Nonetheless, a newly-single widow's gotta move on and thankfully her old college friend, lawyer James Ronald (Oliveros), is around to give her legal advice. He's also newly single himself since his wife left him. When the two start getting a little too cozy on the couch, both of Eva's children wake up screaming in pain and have to be rushed off to the hospital. The doctor can find nothing wrong with either. It appears that someone insanely jealous doesn't want poor Eva to move with her life. I couldn't imagine who that may be. Yes indeedy, it appears that the ghost of the dead hubby is intent on making his presence known to his former wife and is using a variety of different techniques to accomplish this. One of these involves possessing the body of comatose, terminally-ill cancer patient Albert Ramsey (Rafael Anglada) and making him rise from his hospital bed to pay Eva and her kids a spooky visit by revealing things only Charles would know.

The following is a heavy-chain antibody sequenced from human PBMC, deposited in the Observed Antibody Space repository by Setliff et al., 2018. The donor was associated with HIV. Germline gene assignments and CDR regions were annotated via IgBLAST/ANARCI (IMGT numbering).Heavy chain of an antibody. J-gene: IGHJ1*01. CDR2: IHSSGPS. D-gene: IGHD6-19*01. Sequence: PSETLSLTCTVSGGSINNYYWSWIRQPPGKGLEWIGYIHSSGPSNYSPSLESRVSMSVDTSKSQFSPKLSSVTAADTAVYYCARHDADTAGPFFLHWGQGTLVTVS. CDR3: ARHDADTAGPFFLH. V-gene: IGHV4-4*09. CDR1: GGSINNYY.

Of course, the spirit must especially hates James, especially since whatever's responsible has a habit of making household items explode whenever Eva and James attempt to get romantic. Though skeptical, James goes to famous parapsychologist Professor Oliver (Menta), who agrees to help them as long as no reporters and no police are involved. Oliver begins his investigation by questioning Eva and then testing her to see if she's able to “generate psychic energy.” He then discusses a bunch of mumbo jumbo about how the house may not be cursed or even haunted, but instead filled with negative “immaterial forces” that have become trapped there. With help from some of his students, he sets up cameras and infrared lights in an attempt to photograph the condensation of said bad energy, or its ectoplasm. But what's really going on?